Anti-binge message may 'benefit' boozers
Doctors have suggested having a nationwide anti-binge drinking campaign in the leadup to the Wellington Sevens as a way of changing its boozy culture.
The suggestion accompanies the publication of a study, "A Sobering Experience", which looks at the effect of having emergency triage and treatment zones at Westpac Stadium during the sevens in 2011 and last year, and in the central city during the 2011 Rugby World Cup games.
The study, which appears in The New Zealand Medical Journal today, shows about 60 per cent of the 121 patients seen during the World Cup and 2012 sevens would have required transfer to the Wellington Hospital emergency department in the absence of the treatment centre.
Cost savings for the ambulance service and the emergency department from not having to treat them amounted to $70,000.
In an editorial accompanying the findings, Wellington emergency medicine specialists Brad Peckler and Mai Nguyen write that it may be time for an anti-binge campaign.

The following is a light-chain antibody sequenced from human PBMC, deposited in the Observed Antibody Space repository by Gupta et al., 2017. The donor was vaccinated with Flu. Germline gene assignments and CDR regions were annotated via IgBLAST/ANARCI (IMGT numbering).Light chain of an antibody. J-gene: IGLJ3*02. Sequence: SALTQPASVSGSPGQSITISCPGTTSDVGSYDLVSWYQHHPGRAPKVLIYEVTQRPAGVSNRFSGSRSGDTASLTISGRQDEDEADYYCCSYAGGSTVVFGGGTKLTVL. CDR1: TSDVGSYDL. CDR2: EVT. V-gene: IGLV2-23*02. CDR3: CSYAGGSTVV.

"While it is doubtful that an intoxicated person would benefit from counselling at the time of presentation [at hospital], prevention is a reasonable strategy. A clear message before the event may have some benefit," they say.
"It would be hard to argue that alcohol is not part of rugby culture . . . would a media campaign prior to the sevens help change that culture?"
The study found that half the patients needing treatment at rugby events were Kiwis. The average age was 25, and 53 per cent were female.
About 30 per cent were students. Alcohol was a factor in between 80 per cent and 90 per cent of cases. Intoxicated patients can be difficult to manage and take up large amounts of resources and staff time, the authors say.
According to the Ministry of Health, 25 per cent of Kiwis aged between 12 and 65 binge-drink. Market research estimates it could be as high as 50 per cent.
The Dominion Post